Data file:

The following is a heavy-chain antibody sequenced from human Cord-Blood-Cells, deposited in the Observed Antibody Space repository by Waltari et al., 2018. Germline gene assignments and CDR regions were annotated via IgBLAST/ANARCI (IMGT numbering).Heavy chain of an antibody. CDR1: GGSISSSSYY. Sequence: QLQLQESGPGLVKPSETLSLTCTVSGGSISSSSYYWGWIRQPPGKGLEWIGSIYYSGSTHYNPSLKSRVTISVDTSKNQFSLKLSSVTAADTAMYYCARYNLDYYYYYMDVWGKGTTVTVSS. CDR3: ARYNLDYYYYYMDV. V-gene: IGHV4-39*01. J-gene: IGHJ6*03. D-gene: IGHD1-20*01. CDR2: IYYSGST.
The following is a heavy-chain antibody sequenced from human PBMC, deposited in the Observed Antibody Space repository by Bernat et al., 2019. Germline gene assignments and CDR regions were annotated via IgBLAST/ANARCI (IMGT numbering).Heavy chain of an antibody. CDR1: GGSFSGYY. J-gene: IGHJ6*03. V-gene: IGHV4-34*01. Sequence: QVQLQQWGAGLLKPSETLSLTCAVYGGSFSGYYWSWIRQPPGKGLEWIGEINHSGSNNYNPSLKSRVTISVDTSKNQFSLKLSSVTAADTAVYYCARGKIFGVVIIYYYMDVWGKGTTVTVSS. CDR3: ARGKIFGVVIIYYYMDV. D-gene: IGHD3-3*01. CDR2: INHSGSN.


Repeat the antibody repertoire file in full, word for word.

The following is a heavy-chain antibody sequenced from human Cord-Blood-Cells, deposited in the Observed Antibody Space repository by Waltari et al., 2018. Germline gene assignments and CDR regions were annotated via IgBLAST/ANARCI (IMGT numbering).Heavy chain of an antibody. CDR1: GGSISSSSYY. Sequence: QLQLQESGPGLVKPSETLSLTCTVSGGSISSSSYYWGWIRQPPGKGLEWIGSIYYSGSTHYNPSLKSRVTISVDTSKNQFSLKLSSVTAADTAMYYCARYNLDYYYYYMDVWGKGTTVTVSS. CDR3: ARYNLDYYYYYMDV. V-gene: IGHV4-39*01. J-gene: IGHJ6*03. D-gene: IGHD1-20*01. CDR2: IYYSGST.
The following is a heavy-chain antibody sequenced from human PBMC, deposited in the Observed Antibody Space repository by Bernat et al., 2019. Germline gene assignments and CDR regions were annotated via IgBLAST/ANARCI (IMGT numbering).Heavy chain of an antibody. CDR1: GGSFSGYY. J-gene: IGHJ6*03. V-gene: IGHV4-34*01. Sequence: QVQLQQWGAGLLKPSETLSLTCAVYGGSFSGYYWSWIRQPPGKGLEWIGEINHSGSNNYNPSLKSRVTISVDTSKNQFSLKLSSVTAADTAVYYCARGKIFGVVIIYYYMDVWGKGTTVTVSS. CDR3: ARGKIFGVVIIYYYMDV. D-gene: IGHD3-3*01. CDR2: INHSGSN.